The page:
• Live migration with local storage
  • GUI improvements
    • USB und Host PCI address visibility
    • improved bulk and filtering options
  • Improved installation ISO
  • Importing Qemu/KVM_Virtual_Machines#_importing_virtual_machines_from_foreign_hypervisors
  • Improved reference documentation with screenshots
  • Countless bug fixes and package updates

Upgrade

Before updating, make sure all your VM’s have been stopped, both LXC and KVM. Ensure you have the required repository entries for apt. You’ll either need a valid license key or to add the less stable pve-no-subscription repository.

Update your apt for Debian, edit /etc/apt/sources.list and replace it with:

And your Proxmox repository source /etc/apt/sources.list.d/pve-enterprise.list to the below. See Proxmox 3.1 package/ updates manager (this also works for version 5.x) for more information.

Run the below commands on each server in your cluster.

Restart all Proxmox servers to complete the installation.


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Start/ Stop Container Using The Proxmox Web API in Bash

Category : How-to

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The Proxmox Web API can perform any actions available in the front end Web. By implementing a REST API, all commands have been exposed and can be used programatically.

In this example we’ll use Bash to call the Proxmox Web API with our authentication token to start and stop an existing LXC Container.

See this post for an introduction to the Proxmox Web API, including all available API commands.

To issue API requests you’ll need to ensure you have already generated an authentication ticket which is described in Parse Proxmox Web API authentication ticket and the CSRFPreventionToken in Bash.

Once you have the authentication ticket you’ll need to call the Proxmox API using curl and parse the result. Use the below scripts and substitute the values as required:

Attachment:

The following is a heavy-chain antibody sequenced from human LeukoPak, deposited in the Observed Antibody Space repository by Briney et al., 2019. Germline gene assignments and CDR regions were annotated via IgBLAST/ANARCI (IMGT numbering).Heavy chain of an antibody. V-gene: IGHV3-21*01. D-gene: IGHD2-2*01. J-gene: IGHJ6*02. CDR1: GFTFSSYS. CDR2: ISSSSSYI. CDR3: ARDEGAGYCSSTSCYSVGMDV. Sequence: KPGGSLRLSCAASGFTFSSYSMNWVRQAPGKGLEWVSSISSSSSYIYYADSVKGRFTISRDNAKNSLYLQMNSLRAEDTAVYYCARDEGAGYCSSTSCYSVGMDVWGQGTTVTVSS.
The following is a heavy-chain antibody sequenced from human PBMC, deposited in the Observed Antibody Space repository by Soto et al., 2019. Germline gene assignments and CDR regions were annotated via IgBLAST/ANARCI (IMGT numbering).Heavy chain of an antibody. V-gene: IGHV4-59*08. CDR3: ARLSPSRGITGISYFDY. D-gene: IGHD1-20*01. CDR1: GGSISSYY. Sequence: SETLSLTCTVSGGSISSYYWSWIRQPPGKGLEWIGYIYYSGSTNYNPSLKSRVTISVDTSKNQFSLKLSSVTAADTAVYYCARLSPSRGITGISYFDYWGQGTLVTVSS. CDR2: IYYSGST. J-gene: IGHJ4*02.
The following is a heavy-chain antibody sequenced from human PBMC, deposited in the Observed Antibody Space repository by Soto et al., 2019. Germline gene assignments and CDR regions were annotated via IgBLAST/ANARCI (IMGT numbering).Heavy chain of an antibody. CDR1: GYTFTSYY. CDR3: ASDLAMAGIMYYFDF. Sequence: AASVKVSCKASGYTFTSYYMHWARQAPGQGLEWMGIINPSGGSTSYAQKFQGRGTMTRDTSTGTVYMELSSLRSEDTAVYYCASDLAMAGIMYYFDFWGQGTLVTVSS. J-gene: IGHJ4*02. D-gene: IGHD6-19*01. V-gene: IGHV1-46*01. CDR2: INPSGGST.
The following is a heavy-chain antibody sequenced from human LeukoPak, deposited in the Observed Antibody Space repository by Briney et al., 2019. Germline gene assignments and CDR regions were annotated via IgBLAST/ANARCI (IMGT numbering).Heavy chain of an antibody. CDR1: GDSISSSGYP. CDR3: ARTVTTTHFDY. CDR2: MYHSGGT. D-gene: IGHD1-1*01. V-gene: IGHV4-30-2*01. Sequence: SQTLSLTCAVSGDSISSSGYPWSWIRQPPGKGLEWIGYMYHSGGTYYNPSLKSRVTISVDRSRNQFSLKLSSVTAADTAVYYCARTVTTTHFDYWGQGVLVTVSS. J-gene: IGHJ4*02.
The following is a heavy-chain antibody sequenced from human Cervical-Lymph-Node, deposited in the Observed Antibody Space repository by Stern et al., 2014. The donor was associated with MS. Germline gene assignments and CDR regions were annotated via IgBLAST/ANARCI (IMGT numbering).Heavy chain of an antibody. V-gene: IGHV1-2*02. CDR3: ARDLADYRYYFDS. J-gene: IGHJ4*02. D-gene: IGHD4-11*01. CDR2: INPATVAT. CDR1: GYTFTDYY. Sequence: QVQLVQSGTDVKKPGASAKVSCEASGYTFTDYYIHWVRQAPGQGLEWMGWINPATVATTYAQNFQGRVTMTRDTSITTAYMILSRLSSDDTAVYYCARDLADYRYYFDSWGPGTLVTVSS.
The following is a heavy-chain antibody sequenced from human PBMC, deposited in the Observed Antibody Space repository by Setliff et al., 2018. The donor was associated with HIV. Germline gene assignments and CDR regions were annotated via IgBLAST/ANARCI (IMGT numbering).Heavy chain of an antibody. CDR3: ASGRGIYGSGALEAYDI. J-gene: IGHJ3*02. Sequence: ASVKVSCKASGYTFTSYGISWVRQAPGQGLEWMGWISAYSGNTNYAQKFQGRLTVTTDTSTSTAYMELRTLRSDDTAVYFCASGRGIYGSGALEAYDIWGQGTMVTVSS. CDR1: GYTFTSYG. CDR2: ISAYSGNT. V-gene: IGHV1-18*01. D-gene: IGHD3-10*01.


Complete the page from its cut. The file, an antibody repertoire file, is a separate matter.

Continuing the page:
Start an LXC Container

  • TICKET is the authentication ticket that was produced in the Parse Proxmox Web API authentication ticket and the CSRFPreventionToken in Bash post. Ideally you would programatically call the authentication routine and then pass the values straight into the below API calls.
  • CSRF is produced in the same way as TICKET. It’s actually only required when writing data to the API but there is no harm in always including it.
  • HOST is the host or IP address of the Proxmox server.
  • NODE is the node name of the Proxmox server that the LXC Container resides on.
  • TARGET_VM  is the VMID of the LXC Container.

If $START_TASK_RESULT doesn’t come back with null or empty then the command has successfully executed.

Stop an LXC Container

Stopping a VM in Proxmox is very similar to starting one, with just a slight change to the API URL call. All other options are the same as the above section ‘Start an LXC Container’.

If $STOP_TASK_RESULT doesn’t come back with null or empty then the command has successfully executed.


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Getting Started With Proxmox HTTP API Commands

Category : How-to

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Proxmox has 2 API access points that can be used to control your Proxmox server and virtual guests. One of the API access points is using the command line, which you’re likely already familiar with. The other is the HTTP web API which is exposed as part of the WEB GUI on port 8006.

The Proxmox uses a JSON data format for returning data that can easily be parsed programmatically. Every command available to the pvesh command line command are available to the web based API as they share the same endpoint.